“Let’s make an agreement. Lets all of us agree that none of us are to be used as cannon fodder for our anger and our pain.” – Katrina Messenger
“Trans women –especially Black and brown trans women– are at high risk for violence, abuse, and death. Why? Because of misogyny.
To not support trans women is to not support women.” – The Author, on Facebook November 9, 2015
“Ain’t I a woman?” – Sojourner Truth
Forgive me for speaking to these topics. I’m no expert, and, as we all do, have a biased point of view.
Though I am genderqueer and always have been, I am not trans. Though I am queer, and have been lovers with women, I am not a lesbian. Though I fight for racial justice, I am not Black.
You could describe me as a raised working class/poor, grew into intellectual class/poor, now middle class white, slippery gendered, queer woman who answers to any pronoun under the sun, but who feels hideously misgendered if anyone other than my 89 year old Catholic mother calls me by my birth name.
And now, the topic at hand:
There is a tangle in our communities, as there so often is. A tangle in which trans women are being erased and called men, and many people have signed on. A tangle in which older women are being called hags, and many people have signed on. A tangle in which a Black elder rightfully complained about the constant dismissal of Black women as women, but who did so in a way that was hurtful to and dismissive of trans women, and many people have signed on. A tangle in which a white elder pushed forth a hateful petition, using harmful words, and many people, some gleefully, signed on. A tangle in which white cis men have talked down trans and cis women of color, and many people have signed on.
What do I do when I feel the threads of energy, or emotion, or communication are tangling? I pause, re-center, and take a breath. Then I ask myself to start looking for layers. I call up compassion for myself and the other parties, to the best of my ability in the moment. I listen more deeply. Then I try to speak. I try my best to own my part in the tangling. Sometimes, what I then need to do is to grow more firm and strengthen my position. Other times, I need to look at an angle I haven’t seen before, and broaden my view. Other times, I need to apologize.
There are so many layers happening here. Some of the communication snarls stem from outright bigotry. Some stem from pain. Some stem from histories that many of us haven’t experienced or even heard about. Some are generational. Some are about a paradigm shift. Those are never easy to be in the midst of.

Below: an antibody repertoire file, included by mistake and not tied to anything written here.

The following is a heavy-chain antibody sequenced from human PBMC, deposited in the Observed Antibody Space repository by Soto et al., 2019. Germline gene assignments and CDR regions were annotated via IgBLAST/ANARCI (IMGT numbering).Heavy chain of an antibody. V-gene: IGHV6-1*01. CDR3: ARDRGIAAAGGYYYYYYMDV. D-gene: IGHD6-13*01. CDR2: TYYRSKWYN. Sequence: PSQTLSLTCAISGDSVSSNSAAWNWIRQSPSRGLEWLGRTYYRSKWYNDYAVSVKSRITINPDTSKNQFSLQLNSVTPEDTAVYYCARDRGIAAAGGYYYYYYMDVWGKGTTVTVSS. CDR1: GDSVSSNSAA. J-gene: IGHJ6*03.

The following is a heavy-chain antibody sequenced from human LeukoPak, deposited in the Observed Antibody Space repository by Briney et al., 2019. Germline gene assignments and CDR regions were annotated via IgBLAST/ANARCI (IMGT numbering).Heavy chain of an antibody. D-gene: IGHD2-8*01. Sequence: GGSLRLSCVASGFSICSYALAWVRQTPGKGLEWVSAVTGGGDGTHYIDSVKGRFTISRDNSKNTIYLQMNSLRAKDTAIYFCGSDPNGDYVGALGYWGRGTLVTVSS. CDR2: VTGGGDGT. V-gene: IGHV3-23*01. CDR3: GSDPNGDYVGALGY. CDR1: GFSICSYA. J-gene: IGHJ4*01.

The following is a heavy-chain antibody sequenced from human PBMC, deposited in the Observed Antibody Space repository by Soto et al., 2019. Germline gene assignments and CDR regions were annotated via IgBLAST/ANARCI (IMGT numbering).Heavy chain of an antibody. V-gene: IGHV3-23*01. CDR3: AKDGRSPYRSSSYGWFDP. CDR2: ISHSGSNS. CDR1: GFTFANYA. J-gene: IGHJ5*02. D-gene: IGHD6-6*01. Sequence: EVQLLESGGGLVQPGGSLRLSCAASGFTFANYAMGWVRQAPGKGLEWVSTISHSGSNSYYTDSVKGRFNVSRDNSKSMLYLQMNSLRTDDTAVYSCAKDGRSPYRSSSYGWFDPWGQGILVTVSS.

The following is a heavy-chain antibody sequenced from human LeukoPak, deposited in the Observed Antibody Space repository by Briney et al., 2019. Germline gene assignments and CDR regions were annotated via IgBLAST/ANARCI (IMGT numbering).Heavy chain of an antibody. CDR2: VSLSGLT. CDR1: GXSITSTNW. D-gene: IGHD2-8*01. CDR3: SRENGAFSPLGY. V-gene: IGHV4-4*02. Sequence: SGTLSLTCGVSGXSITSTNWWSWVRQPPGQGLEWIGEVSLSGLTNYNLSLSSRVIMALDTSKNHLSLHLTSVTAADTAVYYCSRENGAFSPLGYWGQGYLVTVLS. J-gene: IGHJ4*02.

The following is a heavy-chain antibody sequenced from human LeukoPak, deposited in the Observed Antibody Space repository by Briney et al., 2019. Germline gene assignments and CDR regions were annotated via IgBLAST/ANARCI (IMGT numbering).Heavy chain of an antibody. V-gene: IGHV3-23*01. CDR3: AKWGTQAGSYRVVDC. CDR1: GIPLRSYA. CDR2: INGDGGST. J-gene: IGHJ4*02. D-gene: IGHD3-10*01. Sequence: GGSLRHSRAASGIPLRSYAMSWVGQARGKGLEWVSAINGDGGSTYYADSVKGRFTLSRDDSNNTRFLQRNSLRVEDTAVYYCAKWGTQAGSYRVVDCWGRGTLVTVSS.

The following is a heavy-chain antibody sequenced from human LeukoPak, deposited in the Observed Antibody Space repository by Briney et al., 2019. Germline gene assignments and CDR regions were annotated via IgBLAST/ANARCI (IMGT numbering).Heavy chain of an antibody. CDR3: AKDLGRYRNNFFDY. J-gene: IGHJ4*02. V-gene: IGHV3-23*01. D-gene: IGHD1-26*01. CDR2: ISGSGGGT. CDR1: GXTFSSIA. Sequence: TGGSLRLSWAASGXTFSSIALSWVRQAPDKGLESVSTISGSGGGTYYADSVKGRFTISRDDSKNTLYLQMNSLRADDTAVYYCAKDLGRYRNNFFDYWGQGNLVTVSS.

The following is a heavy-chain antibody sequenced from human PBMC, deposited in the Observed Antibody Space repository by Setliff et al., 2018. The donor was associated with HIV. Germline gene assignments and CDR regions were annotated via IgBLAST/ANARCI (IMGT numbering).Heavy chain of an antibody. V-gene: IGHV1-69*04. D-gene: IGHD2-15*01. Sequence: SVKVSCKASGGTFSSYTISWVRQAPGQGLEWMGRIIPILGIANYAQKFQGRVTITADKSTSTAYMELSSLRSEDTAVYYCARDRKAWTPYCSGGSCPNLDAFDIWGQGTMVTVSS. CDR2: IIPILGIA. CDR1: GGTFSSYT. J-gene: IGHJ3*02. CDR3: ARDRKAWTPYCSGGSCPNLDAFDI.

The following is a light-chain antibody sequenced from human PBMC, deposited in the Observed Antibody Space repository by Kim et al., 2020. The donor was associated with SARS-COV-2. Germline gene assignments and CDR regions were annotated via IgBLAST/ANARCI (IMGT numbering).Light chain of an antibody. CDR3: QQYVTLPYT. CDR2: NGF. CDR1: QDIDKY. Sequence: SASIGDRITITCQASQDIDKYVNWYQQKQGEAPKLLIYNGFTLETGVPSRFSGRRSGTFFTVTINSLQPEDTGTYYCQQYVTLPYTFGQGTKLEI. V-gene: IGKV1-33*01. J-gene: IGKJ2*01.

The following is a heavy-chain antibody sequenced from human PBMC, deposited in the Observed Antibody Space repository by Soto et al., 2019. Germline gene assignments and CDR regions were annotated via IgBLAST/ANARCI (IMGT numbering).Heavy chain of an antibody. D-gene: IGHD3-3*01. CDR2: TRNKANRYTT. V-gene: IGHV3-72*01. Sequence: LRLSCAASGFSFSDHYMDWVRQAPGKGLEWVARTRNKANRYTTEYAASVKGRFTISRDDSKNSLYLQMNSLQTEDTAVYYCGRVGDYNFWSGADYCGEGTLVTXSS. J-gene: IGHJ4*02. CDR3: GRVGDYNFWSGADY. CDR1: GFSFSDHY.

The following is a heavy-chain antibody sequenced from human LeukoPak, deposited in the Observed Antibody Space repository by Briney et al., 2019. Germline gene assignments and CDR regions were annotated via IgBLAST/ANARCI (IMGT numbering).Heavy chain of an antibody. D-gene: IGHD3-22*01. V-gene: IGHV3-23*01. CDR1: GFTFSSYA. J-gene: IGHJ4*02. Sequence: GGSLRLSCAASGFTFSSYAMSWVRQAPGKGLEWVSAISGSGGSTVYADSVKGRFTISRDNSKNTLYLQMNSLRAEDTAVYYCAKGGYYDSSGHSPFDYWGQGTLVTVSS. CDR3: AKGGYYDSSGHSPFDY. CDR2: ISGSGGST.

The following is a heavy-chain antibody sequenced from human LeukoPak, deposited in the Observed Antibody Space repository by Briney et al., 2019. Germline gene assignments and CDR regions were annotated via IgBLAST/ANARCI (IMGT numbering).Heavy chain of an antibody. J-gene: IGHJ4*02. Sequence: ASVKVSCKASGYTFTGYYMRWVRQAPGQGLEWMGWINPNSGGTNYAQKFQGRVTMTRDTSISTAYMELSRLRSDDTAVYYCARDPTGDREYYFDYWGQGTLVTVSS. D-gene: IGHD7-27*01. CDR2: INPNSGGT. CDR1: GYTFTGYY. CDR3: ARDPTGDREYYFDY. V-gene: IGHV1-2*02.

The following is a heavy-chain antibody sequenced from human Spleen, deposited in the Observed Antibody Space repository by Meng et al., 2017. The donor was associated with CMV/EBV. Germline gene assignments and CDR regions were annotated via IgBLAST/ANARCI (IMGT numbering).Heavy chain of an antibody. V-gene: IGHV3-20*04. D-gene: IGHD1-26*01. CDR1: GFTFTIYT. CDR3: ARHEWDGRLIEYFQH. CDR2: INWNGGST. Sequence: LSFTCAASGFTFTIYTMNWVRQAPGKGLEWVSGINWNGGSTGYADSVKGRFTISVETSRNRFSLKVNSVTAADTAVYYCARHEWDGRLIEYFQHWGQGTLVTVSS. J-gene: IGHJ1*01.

In order to learn, we need to slow down.
My friend Crystal Blanton has been teaching me about Restorative Justice circles. In the process of restorative justice, everyone gets to speak their truth, one by one. Layer by layer. Round, after round, after round. Slowly, a broader picture of what might be true emerges. Sometimes there are tears. Sometimes people say things in the moment and their behavior later gives lie to their words. No process is without flaw, because no circle is completely whole.
But we can continue trying. We can slowly untangle ourselves and weave a stronger web.
If it feels useful, I offer my process here today: I pray. I breathe. I listen. I speak to people privately with my concerns or criticisms whenever I can. The only times I go public is when private conversations have failed and public speech feels necessary for the good of the whole, or when an acute public moment is about to happen. At least, that is what I genuinely try, in the last decade or so.
I know what it feels like to be called out in public. It’s happened to me many times. It doesn’t feel good. But I’ve tried to learn from it. Sometimes I’ve shifted slightly. Other times I have apologized. Still other times, I’ve stood taller in my position. But every single time, something in me has been changed and has deepened.
That is what I hope we all attempt to do here. Pause. Listen. Deepen. Learn. Apologize if necessary. Then make another attempt.
I recently wrote that we can’t escape community, no matter how hard we try. Many of you reading this want to build a world that feels more loving, beautiful, equitable and just for as many beings as possible. How do our words and actions best help build this?
I’m interested in your answers.
In a country where white, middle or upper class women have defined womanhood, I encourage you all to read the whole of Sojourner Truth’s speech.
I’m blogging again because people are funding my writing, so I want to thank all contributors for helping build community in that way. Blessings to you, including new patrons Rain and Alley. If you are interested in financially supporting this blog, please visit my Patreon page. Blessings on everyone who shares my writing. That helps, too.